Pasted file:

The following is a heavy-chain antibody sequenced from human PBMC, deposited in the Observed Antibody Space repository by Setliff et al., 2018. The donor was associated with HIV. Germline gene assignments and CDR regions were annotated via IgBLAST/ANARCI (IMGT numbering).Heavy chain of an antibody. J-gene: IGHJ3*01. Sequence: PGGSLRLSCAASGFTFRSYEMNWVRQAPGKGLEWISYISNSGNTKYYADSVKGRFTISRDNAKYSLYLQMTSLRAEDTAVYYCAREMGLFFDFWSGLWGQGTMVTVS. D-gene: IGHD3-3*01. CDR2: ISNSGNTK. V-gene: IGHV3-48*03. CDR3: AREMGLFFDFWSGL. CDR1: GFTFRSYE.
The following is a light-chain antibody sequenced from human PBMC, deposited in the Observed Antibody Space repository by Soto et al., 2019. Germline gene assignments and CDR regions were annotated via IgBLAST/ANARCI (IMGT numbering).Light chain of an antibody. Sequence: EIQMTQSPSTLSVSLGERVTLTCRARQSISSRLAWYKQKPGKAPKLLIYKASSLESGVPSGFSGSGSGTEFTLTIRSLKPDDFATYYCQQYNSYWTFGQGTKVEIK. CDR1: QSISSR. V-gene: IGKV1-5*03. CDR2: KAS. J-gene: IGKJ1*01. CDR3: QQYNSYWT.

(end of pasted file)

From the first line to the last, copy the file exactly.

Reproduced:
The following is a heavy-chain antibody sequenced from human PBMC, deposited in the Observed Antibody Space repository by Setliff et al., 2018. The donor was associated with HIV. Germline gene assignments and CDR regions were annotated via IgBLAST/ANARCI (IMGT numbering).Heavy chain of an antibody. J-gene: IGHJ3*01. Sequence: PGGSLRLSCAASGFTFRSYEMNWVRQAPGKGLEWISYISNSGNTKYYADSVKGRFTISRDNAKYSLYLQMTSLRAEDTAVYYCAREMGLFFDFWSGLWGQGTMVTVS. D-gene: IGHD3-3*01. CDR2: ISNSGNTK. V-gene: IGHV3-48*03. CDR3: AREMGLFFDFWSGL. CDR1: GFTFRSYE.
The following is a light-chain antibody sequenced from human PBMC, deposited in the Observed Antibody Space repository by Soto et al., 2019. Germline gene assignments and CDR regions were annotated via IgBLAST/ANARCI (IMGT numbering).Light chain of an antibody. Sequence: EIQMTQSPSTLSVSLGERVTLTCRARQSISSRLAWYKQKPGKAPKLLIYKASSLESGVPSGFSGSGSGTEFTLTIRSLKPDDFATYYCQQYNSYWTFGQGTKVEIK. CDR1: QSISSR. V-gene: IGKV1-5*03. CDR2: KAS. J-gene: IGKJ1*01. CDR3: QQYNSYWT.